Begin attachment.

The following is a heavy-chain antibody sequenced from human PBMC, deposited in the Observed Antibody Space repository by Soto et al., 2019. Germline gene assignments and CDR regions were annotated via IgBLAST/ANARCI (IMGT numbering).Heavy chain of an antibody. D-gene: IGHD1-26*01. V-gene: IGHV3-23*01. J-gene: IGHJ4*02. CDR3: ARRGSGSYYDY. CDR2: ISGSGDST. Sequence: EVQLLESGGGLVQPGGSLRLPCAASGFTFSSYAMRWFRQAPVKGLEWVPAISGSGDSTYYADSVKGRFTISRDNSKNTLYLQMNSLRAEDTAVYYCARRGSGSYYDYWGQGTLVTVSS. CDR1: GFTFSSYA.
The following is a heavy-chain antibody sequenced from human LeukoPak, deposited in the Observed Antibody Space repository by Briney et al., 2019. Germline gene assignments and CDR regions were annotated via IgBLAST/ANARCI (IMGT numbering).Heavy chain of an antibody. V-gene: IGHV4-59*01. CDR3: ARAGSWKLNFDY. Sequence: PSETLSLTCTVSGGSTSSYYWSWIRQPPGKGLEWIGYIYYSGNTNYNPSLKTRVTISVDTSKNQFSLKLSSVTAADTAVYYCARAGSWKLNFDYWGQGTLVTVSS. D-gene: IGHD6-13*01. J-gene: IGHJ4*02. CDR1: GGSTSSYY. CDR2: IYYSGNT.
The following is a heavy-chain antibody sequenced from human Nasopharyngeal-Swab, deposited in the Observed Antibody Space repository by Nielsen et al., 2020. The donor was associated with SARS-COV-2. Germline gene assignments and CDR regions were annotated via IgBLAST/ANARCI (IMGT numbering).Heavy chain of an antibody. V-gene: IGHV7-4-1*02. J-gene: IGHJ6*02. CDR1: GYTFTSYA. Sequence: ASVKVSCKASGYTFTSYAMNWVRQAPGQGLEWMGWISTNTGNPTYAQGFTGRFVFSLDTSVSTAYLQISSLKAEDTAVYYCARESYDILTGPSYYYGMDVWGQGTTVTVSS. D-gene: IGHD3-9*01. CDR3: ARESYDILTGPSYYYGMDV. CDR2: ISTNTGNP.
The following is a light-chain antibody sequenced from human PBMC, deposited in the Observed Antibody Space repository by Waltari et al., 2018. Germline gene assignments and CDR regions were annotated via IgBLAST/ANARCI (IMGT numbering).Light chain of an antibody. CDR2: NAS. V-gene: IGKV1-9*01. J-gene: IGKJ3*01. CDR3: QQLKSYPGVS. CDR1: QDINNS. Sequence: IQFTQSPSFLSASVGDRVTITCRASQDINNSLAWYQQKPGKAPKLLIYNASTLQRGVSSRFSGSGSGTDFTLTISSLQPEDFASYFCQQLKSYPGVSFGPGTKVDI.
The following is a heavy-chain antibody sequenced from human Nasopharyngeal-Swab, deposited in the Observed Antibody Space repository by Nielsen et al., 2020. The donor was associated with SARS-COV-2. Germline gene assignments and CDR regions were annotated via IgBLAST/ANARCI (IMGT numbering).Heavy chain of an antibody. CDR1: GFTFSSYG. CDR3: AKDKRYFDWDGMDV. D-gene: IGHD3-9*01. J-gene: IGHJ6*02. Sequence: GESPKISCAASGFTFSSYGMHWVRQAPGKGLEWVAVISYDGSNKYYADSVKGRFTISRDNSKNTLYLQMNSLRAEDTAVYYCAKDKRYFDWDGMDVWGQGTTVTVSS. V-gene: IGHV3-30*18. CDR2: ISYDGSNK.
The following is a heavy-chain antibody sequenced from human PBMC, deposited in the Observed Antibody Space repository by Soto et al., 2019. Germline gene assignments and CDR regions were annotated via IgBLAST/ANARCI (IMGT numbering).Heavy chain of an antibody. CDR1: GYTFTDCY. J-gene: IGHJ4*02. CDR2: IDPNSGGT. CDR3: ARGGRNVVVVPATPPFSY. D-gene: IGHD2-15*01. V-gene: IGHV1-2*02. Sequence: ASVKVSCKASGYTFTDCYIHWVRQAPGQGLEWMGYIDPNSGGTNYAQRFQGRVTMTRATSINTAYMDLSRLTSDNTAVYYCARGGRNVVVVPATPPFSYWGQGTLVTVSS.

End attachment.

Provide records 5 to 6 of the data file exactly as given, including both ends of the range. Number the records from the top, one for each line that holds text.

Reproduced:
The following is a heavy-chain antibody sequenced from human Nasopharyngeal-Swab, deposited in the Observed Antibody Space repository by Nielsen et al., 2020. The donor was associated with SARS-COV-2. Germline gene assignments and CDR regions were annotated via IgBLAST/ANARCI (IMGT numbering).Heavy chain of an antibody. CDR1: GFTFSSYG. CDR3: AKDKRYFDWDGMDV. D-gene: IGHD3-9*01. J-gene: IGHJ6*02. Sequence: GESPKISCAASGFTFSSYGMHWVRQAPGKGLEWVAVISYDGSNKYYADSVKGRFTISRDNSKNTLYLQMNSLRAEDTAVYYCAKDKRYFDWDGMDVWGQGTTVTVSS. V-gene: IGHV3-30*18. CDR2: ISYDGSNK.
The following is a heavy-chain antibody sequenced from human PBMC, deposited in the Observed Antibody Space repository by Soto et al., 2019. Germline gene assignments and CDR regions were annotated via IgBLAST/ANARCI (IMGT numbering).Heavy chain of an antibody. CDR1: GYTFTDCY. J-gene: IGHJ4*02. CDR2: IDPNSGGT. CDR3: ARGGRNVVVVPATPPFSY. D-gene: IGHD2-15*01. V-gene: IGHV1-2*02. Sequence: ASVKVSCKASGYTFTDCYIHWVRQAPGQGLEWMGYIDPNSGGTNYAQRFQGRVTMTRATSINTAYMDLSRLTSDNTAVYYCARGGRNVVVVPATPPFSYWGQGTLVTVSS.